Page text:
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China-Central Asia summit: lots of rhetoric, little substance


Xi offers a helping hand in developing Central Asian political parties.

An official photo of the China-Central Asia summit pretty much tells the whole story. Chinese leader Xi Jinping is seen sitting at a massive circular table in a cavernous hall in the historic city of Xian, surrounded by the leaders of the five Central Asian states. Though together, they are not particularly close.

Little of substance was achieved during the May18-19 meeting. The chief outcome was a rehash of hopeful rhetoric about strengthening economic relations. “This summit has added new impetus to the development and revitalization of the six counties, and injected strong positive energy into regional peace and stability,” Xi said during a post-summit news conference. Even before the start of the talks, Xi felt assured that they would be a “complete success,” according to a report distributed by the official Xinhua news agency.

The pre-summit hype predicted that the gathering would take Chinese-Central Asian relations to a higher level, but the talks themselves produced no discernable leap, or even step forward. Xi’s keynote address, with the eye-straining title of “Working Together for a China-Central Asia Community with a Shared Future Featuring Mutual Assistance, Common Development, Universal Security, and Everlasting Friendship,” contained only vague references to new areas of cooperation.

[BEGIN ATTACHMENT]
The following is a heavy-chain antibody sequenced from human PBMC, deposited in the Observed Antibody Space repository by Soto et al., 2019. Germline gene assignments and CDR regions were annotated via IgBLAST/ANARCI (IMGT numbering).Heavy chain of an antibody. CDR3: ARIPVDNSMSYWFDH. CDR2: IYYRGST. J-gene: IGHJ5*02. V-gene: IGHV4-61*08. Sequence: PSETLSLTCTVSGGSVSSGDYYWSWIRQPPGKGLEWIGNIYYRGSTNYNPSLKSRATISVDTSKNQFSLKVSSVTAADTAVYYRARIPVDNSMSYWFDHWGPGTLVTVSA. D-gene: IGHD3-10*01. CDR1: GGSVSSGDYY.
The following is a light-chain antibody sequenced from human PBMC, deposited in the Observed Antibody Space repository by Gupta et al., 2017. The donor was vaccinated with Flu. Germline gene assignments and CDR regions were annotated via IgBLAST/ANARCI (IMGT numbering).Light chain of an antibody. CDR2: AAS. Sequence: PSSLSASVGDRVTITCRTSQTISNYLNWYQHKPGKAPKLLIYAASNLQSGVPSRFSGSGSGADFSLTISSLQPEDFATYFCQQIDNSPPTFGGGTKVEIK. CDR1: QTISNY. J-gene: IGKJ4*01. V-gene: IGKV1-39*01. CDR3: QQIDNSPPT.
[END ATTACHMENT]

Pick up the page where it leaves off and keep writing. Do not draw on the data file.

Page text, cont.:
After the meeting, Xi spoke of China and the Central Asian states fostering “a new paradigm” of “win-win cooperation.” What exactly that new paradigm looks like, however, remains anybody’s guess.

Xi used his speech to reiterate a need for regional states to keep a lid on the “three evils” of terrorism, separatism and extremism, adding that China was ready to enhance cooperation with its western neighbors on law enforcement, internal security and defense.

The Chinese leader also rough-sketched a program to tighten cooperation in such fields as heavy industry, agriculture, transportation, as well as educational and cultural exchanges. China is already heavily engaged in these areas via its Belt and Road Initiative.

Xi also pitched an idea to help Central Asian states develop political parties, which, on the surface, seems a bit sketchy, given that China is a one-party state with a highly developed surveillance apparatus designed to keep the population content with the party line.

One of the few nuggets to be sifted from Xi’s address was an announcement that Chinese companies operating in Central Asia would be “encouraged to create more local jobs.” To make that happen, Xi said that China would provide Central Asian states with roughly $3.7 billion in assistance, Xinhua reported.

One of the few other solid takeaways was a decision to turn the China-Central Asia summit into a biennial event. Kazakhstan was tapped to host the next meeting in 2025.


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